It’s similar to Hitler—he also grasped this point, specifically from Catholicism, that if you never change and just say that same thing over and over again you can achieve tremendous power and longevity (this was also connected to his own personal nature, and the way his father was).

There’s also a parallel to most men, since the female complaint is “he never listens” (“listen to women!”) and yet success can be attributed, in part, to a remorseless repeated hammer strike on the same themes with almost no cognisance given to any objections.

The possible objections to this position:

[a] “And yet it moves!”—to adopt such a position may grant you power and longevity but it means that you abandon the truth; most novel ideas you reject will be errors, but not all; and, in the end, the excluded truths will work into your edifice and collapse it—and the collapse will be total, because you’ve just refused to let the truth intrude at all so it rotted you away without you noticing (what has happened to Christianity in the West today).

[b] It’s cynicism, it’s hypocrisy—you support it because it lasts, you don’t pay attention to what the founder of the religion says (don’t be hypocritical, in the case of Jesus); in the end, the pressure from hypocrisy builds up and there’s a split.

Machiavellianism and Machiavellian Christianity are predicated on the assumption “it doesn’t really matter, so long as it lasts (i.e. has survival value)”. Yet this position means not to take the religion seriously as it is (e.g. it is strongly implied in Christianity that it would be best to be a desert anchorite, that you should not be proud of your children—and yet Machiavellian conservatives treat the religion as a force for social stability and the propagation of the nation).

[c] Hitler says that you should just pick a worldview and hammer away at it without rest, only deepen the worldview—never broaden it or change it. If I said to him, “But Mr. Hitler, what if your worldview, adopted at a young age, contains certain flaws or mistaken premises that will be fatal to it in the end?” I suspect he would have replied, “Then that is tough luck. The world is a jungle of worldviews, if your worldview goes to the wall then it was the judgement of nature—you couldn’t know, but you chose the unfit worldview, and it was weeded out.”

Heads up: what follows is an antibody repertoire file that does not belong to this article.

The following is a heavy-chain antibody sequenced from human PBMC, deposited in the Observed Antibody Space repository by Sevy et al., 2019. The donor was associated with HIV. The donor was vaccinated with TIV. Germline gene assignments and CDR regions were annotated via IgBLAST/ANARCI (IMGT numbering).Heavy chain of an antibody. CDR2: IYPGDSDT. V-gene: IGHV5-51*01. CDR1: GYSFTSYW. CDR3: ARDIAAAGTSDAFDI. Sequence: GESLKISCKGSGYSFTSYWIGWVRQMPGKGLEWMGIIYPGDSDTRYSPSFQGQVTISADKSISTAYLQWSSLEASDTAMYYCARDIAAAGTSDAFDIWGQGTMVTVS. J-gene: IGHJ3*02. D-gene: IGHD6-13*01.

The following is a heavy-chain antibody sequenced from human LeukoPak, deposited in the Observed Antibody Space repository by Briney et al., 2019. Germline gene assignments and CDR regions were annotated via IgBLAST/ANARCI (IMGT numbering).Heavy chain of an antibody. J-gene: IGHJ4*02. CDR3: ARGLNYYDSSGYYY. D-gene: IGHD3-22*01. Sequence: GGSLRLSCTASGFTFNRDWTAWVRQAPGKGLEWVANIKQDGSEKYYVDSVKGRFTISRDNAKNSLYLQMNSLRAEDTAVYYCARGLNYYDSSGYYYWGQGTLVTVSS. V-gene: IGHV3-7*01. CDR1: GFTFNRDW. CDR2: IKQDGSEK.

This is the Darwinian view applied to ideas—life is “worldview warfare”, and you can never know if your worldview will survive, you just have to pick it and hammer at it (but what if Darwinism isn’t the complete truth? What if you don’t have to just play “survival of the fittest” with worldviews?).

The objections to “Machiavellian Christianity” could be summarised as: 1. It means you abandon any pretence to objective truth, yet Galileo was right; 2. You betray the religion qua religion, become a cynic and regard people who treat it as “really real” as dupes—but what if it is true in its own terms? If that’s so, then you’ve betrayed it; 3. An inflexible worldview might have enormous power, but it could as easily exclude information necessary to survival through blind belief.